While I understand the federal government has some discretion on enforcement, 12+Million undocumented people indicates complete failure.

Remember, respect is a two-way street. Dictator Obummer should take notice.

Anyway, I hope you enjoyed your newly found freedom to ignite fireworks on July 4th.

Zack Lenhert's picture

I'm not a surrogate for the

I'm not a surrogate for the Obama administration so I can't speak for them, but I believe they attempted to block the law because they believe that the way Arizona's law was structured it would probably create a racial profiling problem and cause a distrust between local law enforcement and law abiding Hispanic American citizens. Maybe they believe that States taking over enforcement of traditional federal roles could be problematic.

MARK GRAVEL's picture

If “anyone” cannot produce a

If “anyone” cannot produce a driver’s license during a traffic stop, their name should be run through INS. That said, being a border state to Mexico, Arizona ostensibly will have a larger number of illegal immigrants from Mexico given the current migration dynamics.

The law can be applied in a systemic manner. The claim of racial profiling is just a diversion that inhibits enforcement of our immigration laws.

States cannot enforce immigration law; they can only transfer alleged illegal immigrants to INS. IMHO, it is problematic that the federal government fails to enforce its own laws, not case by case, but on a massive scale.

What the federal government fails to realize is that the general population will enforce these laws (i.e. vigilantism) if the government does not sooner or later. That will be problematic.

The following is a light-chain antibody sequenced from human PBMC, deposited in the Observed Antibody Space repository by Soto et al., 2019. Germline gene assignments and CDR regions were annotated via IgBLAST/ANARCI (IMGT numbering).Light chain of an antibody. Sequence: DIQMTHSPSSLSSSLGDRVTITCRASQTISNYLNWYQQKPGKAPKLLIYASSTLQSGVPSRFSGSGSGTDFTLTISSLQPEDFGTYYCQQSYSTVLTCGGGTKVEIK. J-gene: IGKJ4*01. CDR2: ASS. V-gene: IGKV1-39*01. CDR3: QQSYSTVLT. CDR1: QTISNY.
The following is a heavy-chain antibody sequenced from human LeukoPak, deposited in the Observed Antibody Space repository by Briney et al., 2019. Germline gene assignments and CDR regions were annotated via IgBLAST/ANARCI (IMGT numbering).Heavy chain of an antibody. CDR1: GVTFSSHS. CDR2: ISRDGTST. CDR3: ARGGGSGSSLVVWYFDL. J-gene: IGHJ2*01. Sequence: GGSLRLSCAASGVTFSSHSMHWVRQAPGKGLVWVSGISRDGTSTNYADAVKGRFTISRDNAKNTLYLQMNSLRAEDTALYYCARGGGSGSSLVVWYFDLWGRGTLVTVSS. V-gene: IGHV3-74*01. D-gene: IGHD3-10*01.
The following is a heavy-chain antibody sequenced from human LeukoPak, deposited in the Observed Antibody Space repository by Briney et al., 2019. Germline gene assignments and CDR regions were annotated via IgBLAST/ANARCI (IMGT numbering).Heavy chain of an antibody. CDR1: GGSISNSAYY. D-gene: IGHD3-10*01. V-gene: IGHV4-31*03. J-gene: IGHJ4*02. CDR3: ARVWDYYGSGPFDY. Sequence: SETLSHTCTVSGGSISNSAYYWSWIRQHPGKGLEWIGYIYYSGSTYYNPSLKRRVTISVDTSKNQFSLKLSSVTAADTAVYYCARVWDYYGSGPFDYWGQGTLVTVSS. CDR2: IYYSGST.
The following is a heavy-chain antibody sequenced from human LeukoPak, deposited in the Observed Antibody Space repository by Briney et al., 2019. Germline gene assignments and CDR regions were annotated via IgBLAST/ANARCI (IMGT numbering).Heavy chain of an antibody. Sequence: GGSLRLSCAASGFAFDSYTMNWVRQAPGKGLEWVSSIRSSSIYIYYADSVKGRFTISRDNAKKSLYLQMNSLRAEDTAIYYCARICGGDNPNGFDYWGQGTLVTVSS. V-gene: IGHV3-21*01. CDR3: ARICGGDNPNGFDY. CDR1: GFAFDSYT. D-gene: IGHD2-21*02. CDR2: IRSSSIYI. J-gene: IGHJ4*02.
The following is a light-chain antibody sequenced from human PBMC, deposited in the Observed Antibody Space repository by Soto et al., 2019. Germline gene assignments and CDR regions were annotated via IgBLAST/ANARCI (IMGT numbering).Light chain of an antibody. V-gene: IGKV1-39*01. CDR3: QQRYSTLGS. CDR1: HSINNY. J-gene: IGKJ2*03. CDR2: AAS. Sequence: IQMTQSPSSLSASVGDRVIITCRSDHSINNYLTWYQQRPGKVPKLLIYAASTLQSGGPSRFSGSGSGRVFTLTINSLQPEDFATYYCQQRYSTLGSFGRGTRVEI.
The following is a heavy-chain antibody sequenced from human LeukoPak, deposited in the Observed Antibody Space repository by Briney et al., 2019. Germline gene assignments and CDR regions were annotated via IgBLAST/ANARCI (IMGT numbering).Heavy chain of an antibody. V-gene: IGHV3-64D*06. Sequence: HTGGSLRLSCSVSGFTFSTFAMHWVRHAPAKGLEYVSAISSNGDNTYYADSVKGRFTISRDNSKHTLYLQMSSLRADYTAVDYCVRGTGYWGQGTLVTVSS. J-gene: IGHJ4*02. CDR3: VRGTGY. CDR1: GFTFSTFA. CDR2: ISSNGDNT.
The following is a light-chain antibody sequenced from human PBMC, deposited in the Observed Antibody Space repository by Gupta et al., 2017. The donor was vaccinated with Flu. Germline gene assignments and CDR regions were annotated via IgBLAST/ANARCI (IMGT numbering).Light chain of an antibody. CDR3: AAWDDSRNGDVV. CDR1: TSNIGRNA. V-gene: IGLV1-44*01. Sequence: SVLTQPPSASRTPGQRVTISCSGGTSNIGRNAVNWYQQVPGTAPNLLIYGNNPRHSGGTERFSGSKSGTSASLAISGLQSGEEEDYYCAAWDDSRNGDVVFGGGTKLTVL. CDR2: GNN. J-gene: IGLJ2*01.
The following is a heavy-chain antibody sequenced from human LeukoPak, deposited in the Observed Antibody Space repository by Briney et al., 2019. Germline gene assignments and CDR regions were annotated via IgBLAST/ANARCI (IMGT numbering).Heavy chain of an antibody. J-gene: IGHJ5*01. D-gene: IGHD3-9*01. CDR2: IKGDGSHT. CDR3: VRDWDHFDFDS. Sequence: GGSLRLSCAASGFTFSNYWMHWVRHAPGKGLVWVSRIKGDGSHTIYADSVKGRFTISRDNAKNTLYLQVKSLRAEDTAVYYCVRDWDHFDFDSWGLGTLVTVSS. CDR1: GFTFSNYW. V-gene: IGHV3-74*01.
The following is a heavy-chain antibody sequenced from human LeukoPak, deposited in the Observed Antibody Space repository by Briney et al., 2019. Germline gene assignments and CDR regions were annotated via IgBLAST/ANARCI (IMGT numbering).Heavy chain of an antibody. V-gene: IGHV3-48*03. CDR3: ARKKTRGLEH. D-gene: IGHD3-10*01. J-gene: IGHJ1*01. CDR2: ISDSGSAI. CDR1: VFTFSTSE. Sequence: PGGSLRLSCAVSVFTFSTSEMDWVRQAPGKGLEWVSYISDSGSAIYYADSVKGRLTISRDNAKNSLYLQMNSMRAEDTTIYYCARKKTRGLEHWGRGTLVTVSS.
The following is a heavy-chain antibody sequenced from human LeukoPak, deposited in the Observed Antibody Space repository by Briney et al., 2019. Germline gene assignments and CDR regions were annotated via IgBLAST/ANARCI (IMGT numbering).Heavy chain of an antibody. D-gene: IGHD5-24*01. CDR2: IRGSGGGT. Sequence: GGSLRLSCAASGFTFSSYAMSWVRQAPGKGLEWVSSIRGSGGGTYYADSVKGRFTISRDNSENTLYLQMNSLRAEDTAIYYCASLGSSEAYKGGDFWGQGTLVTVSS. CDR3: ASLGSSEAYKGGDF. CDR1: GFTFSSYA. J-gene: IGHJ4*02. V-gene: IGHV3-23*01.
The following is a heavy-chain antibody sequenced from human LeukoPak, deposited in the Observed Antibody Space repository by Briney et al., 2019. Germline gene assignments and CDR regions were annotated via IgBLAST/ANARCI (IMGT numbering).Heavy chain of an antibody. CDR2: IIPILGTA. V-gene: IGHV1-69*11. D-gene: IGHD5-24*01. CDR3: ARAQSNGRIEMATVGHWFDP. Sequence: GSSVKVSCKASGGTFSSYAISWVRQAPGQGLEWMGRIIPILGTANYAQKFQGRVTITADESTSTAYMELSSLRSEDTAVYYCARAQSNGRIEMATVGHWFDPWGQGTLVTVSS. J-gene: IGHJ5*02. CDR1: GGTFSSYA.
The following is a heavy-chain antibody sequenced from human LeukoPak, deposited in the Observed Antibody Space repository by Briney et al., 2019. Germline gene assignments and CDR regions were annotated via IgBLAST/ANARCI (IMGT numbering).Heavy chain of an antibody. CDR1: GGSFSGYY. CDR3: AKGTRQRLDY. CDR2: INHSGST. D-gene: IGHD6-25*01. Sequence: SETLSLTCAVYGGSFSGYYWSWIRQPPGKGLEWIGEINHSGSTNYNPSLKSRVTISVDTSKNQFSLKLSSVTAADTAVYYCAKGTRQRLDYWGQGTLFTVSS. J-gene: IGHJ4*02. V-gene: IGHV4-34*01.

Mike Lachance's picture

What part of ILLEGAL means legal?

All sounds nice, but the issue here is not immigrants, but ILLEGAL ALIENS. (the ones from earth, not outer space for those of you just out of rehab)

When ILLEGAL becomes "ok" when it comes to "immigrants" then we will have lost our sovereignty and our borders will become meaningless.

Another point to ponder is the idea that ANY immigration is good immigration. This is a false positive. Controlled, careful and cautious was what made our nation great. We allowed massive immigration from around the globe for 100 years or more while carefully screening and filtering out the "immigrants" who were not coming here for the right reasons or within the established system.

Now we have a reloving door with no one on watch. Anyone can come here and legal or not, can instantly claim the $ earned by hardworking Americans and hard working immigrants who play by the rules.

Illegal is illegal. Very few Americans are "anti-immigrant", but most hard working Americans are infact VERY "anti illegal alien"

MARK GRAVEL's picture

It boils down to this for me.

It boils down to this for me. If my government can pick and chose which laws to enforce, then I can pick an chose which laws to follow.